In Defence of the German Point of View
In Defence of the German Point of View
Germany’s hesitancy in signing a blank cheque to end the Eurozone debt crisis bewilders the world but is understandable in light of the German experience.
The G-20 has told Europe that it is on its own. And the poor Germans find themselves in the unenviable position of being made the scapegoat. European solidarity and panicked governments demand that the rich nation of Germany lend some money to poorer cousins down south. This is the equivalent of an industrious rich man being accosted on the street and forced to hand over his money to poor people while bystanders nod in approval and relief at a “fair” and “charitable” distribution of someone else’s wealth.
Real life is mirroring the much-emailed joke about the ant and the grasshopper; the grasshopper screams, cries and gathers a band of followers to justify sharing the ant’s food hoard during winter after spending the summer singing and dancing. A look at the graph below shows which nations were singing and dancing and which ones were hoarding away food for the harsh winter. From 2003 to 2008, German workers were taking real wage cuts while the rest were celebrating their economies having reached a permanently high plateau (Figure 1 above.)
During the same time, the German government improved its finances by cutting the deficit to almost zero in 2008. The salubrious economic environment certainly helped as can be seen by the reduction in Euro-area deficits. However, German outperformance was the result of prudent macroeconomic policy. Fiscal policy pursued was closer to true Keynesianism; save during expansions to spend in recessions. In stark contrast, the only other nations to record a surplus were Ireland and Spain where housing manias deceptively flattered government revenue and engendered complacency (Figure 2 above.)
If thrifty and prudent behaviour were the only cause of German antipathy to bailouts then there might be grounds for criticism. After all it would be very hard hearted of the ant to not help at all and instead deliver an ‘I told you so’ lecture to the grasshopper. However, in this case economic righteousness is mixed with moral indignation.
A look at Transparency International’s Corruption Perceptions Index makes it clear why the Germans are baulking at signing blank cheques despite Timothy “Bailout” Geithner’s pleas. Germany ranks 14th in the world and 4th in the Euro-area (after Finland, Netherlands and Luxembourg). In comparison, the peripheral economies rank much lower (none in the top 10-percentile) with Greece and Italy being notable laggards (Table 1 above).
The moral issue of corruption and tax evasion is superimposed on the economic issue of entitlements in these structurally rigid economies. Adding to this resentment is the fact that Germany has bankrolled the gravy train for a long time. EU budget figures for 2010 illustrate this point aptly (Figure 3 above).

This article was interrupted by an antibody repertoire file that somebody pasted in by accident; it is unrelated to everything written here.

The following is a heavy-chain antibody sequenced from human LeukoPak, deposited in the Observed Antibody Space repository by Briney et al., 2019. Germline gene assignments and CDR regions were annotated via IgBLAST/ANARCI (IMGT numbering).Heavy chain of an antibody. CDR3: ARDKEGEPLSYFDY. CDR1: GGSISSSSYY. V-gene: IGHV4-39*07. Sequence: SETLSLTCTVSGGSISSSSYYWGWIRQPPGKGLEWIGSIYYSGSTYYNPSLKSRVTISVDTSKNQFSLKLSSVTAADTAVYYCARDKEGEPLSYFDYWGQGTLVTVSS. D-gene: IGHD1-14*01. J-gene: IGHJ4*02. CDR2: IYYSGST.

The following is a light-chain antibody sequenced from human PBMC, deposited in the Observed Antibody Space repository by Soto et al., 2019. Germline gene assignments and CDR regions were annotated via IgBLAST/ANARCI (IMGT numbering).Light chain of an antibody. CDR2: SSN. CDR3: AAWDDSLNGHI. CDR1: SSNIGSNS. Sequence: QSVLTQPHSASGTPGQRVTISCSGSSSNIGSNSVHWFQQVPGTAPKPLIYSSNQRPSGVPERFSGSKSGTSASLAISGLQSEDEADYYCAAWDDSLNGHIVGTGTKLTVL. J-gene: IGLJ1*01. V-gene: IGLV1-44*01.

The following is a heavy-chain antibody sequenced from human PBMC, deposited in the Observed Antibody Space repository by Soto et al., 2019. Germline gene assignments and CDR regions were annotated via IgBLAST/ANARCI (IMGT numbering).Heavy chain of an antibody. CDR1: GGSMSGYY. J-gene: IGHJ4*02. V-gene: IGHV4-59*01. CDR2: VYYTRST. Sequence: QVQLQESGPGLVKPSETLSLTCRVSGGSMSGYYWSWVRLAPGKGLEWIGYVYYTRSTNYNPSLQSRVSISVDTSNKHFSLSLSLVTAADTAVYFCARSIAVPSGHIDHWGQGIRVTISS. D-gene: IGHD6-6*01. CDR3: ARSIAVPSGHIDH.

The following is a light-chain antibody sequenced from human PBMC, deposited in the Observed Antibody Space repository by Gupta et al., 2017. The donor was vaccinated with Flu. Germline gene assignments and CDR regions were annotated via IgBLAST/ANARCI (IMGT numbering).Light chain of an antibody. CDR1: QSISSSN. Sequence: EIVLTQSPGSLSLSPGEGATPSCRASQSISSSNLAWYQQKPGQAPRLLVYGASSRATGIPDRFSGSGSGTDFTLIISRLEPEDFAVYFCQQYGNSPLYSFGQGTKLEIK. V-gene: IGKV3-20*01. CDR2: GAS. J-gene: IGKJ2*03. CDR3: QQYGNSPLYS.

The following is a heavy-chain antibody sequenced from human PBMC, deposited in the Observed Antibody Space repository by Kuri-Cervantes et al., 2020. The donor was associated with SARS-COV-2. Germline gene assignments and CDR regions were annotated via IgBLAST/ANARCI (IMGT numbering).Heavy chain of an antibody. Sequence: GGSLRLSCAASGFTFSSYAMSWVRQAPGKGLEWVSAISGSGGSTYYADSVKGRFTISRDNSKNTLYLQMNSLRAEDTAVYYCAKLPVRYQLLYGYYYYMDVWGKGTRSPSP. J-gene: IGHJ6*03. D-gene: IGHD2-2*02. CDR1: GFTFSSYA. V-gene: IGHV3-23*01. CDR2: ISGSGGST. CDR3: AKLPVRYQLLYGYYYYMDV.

Not only did the grasshopper not gather any food itself, but against the ant’s advice it also frittered away what the ant gave it. Now in peak winter it wants the ant to unconditionally share some of the remaining food while only half-heartedly promising to reform its frivolous ways. If this is not just cause for anger then one does not know what is.
However, outrage and anger have no part in policy formulation. The insistence on austerity is born from anger and is completely counterproductive. Help must be given in a manner which avoids both extremes of high-handedness and unconditionality. Unfortunately the current approach manages the amazing feat of being high-handed and unconditional at the same time.
Intrusive monitoring and usurpation of sovereign powers is high-handed and likely to engender a reaction against the union in member states. Indeed, such a reaction is well under way in Greece. Simultaneously, providing money on the basis of random economic predictions and opening the central bank vault wide open makes transfers unconditional. It not only fails to solve the problem but also increases the severity of the next outbreak because of moral hazard and reduced pressure to reform. This increasing severity can be seen in the exponential increase in estimated bailout funds required since the onset of the sovereign debt crisis – from €20bn to solve the Greek problem in 2010 to €1trn not being enough now.
The solution is to restructure debt aggressively in all problem economies, pursue structural reform and provide money to help the transition. This is better than the current practice of massaged figures which generate impressively precise estimates (120.5% debt-GDP for instance) from exceedingly imprecise guesses of an economy’s path eight years in the future. Then proclamations are made about these estimates being achievable and sustainable which not just stretch but create a wormhole in the fabric of credulity. This is finally followed by throwing more good money at a hopeless situation under the fig leaf of conditionality which everyone knows will never be met in practice.
The justifiably angry ant is in a position of considerable power. It can either use this power wisely to save and reform the grasshopper to earn its gratitude. Or it can slam the door on the grasshopper’s face and set it the impossible task of searching for food in the harsh winter.
*[This article was originally published by Mr. Khare’s blog.]
The views expressed in this article are the author's own and do not necessarily reflect Fair Observer’s editorial policy.